Well, that’s got to be it. Though I did suggest next time we’re out hiking she might like to use my dr.organic moisturizer. It’s one of the few such products without nasty chemicals that 1: bring me out in a rash 2: induces migraine 3: brings on an asthma attack. Based on Vit E, Aloe Vera, Cocoa Butter, and Shea Butter, it contains about two herb gardens full of plant extracts. Evidently at least one of these is a mozzie repellent! I wonder which one.


 

Of course, it’s possible that different species of mozzies respond to different attractants. In which case, it’s possible none of the above apply!

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About crimsonprose

After years as a multi-colour octopus in entertainment, now chilling and writing
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7 Responses to Vampire Proof

  1. yakinamac says:

    Intrigued by your mention of fruit tea! I heard that drinking green tea puts them off – which sounds unlikely, I admit, but I used to be a veritable banquet for mozzies and the number of bites have definitely diminished since I’ve swapped my PG for the green stuff. (My poor husband seems to be reaping the whirlwind and getting far more himself now that I’m less appetising!) Perhaps the same thing applies to fruit tea? Anyway, enjoy being bite-free!

    • crimsonprose says:

      Yea, perhaps it was the fruit tea (cranberry & raspberry). Some years ago in Bulgaria, the hotel bathrooms being ‘hive’ to mosquitoes, one of the waiters said he wasn’t troubled by them because he swabbed his exposed skin with vinegar (he wasn’t local to the Black Sea coast but from Sophia). I suppose if you’re dealing with food the whiff of vinegar wouldn’t be quite so extreme. For myself . . . well, not exactly eau de roses, is it.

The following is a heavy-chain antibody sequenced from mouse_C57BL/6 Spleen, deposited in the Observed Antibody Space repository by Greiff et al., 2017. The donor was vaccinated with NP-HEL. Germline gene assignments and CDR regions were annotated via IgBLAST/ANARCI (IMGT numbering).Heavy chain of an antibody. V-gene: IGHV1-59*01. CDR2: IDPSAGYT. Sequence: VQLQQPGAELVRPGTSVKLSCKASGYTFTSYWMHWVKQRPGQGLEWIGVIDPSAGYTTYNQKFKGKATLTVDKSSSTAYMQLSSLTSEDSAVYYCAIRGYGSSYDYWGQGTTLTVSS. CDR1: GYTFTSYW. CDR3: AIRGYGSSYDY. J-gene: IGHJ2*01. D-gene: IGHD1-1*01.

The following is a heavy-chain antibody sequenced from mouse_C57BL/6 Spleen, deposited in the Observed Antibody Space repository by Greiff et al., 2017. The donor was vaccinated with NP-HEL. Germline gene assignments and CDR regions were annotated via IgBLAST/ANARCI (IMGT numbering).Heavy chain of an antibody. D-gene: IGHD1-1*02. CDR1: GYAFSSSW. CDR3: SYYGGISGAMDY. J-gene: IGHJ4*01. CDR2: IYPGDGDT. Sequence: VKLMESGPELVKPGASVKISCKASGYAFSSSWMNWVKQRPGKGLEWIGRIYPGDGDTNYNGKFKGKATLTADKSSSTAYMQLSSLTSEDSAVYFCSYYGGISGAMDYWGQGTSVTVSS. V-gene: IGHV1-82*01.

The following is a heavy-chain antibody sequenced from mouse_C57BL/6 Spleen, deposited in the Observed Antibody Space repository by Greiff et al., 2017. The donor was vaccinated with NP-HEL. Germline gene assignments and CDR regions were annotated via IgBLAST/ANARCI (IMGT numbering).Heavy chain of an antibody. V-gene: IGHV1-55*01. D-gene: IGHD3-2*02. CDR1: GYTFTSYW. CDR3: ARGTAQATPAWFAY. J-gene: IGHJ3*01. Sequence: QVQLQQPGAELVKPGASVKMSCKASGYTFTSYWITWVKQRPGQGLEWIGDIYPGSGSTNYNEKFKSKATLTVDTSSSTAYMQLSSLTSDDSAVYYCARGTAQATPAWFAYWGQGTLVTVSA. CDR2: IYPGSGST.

2. Judy says:

    Well, when I lived in the Philippines I was never bitten by mosquitoes and so I pretty much thought they didn’t like me. So, when I transferred to the University of Miami in my sophomore year of college, one of my classes was Ecology and Systematics. We had a field trip scheduled with two parts, first a visit to a mangrove community and secondly snorkeling in a shallow marine environment on Key Largo. Well both spots on Key Largo. We were warned to wear long pants and long sleeves and bring plenty of repellant. Luckily I did wear long sleeves but I wore sandals with no socks. Low and behold…they LIKE me!! My feet were bitten beyond belief, red with raised bumps everywhere. But, as fate would have it part two snorkeling with its good long soaking in salt water took out all the sting and I was fine. That is definitely one LIKE button I’d rather NOT have hit!!

    • crimsonprose says:

      Apparently feet are a favourite target, being bathed in (to mozzies) deliciously aromatic substances. BTW, though I didn’t add this to the post, I have found to rub the skin with bruised elder leaves an effective repellent against all biting flies (I have a particular problem with horseflies!). Trouble is, finding the elder. An old cottage tradition was to grow an elder tree outside the kitchen door to keep out the flies. And yes, it does work.

    • Brian Bixby says:

      I used to be mosquito-free. Judging from the above list, being an underweight nerd and bookworm who never got any exercise might account for it. Alas, now I have to exercise, and so have to drink beer to consume the calories to work off in the exercise.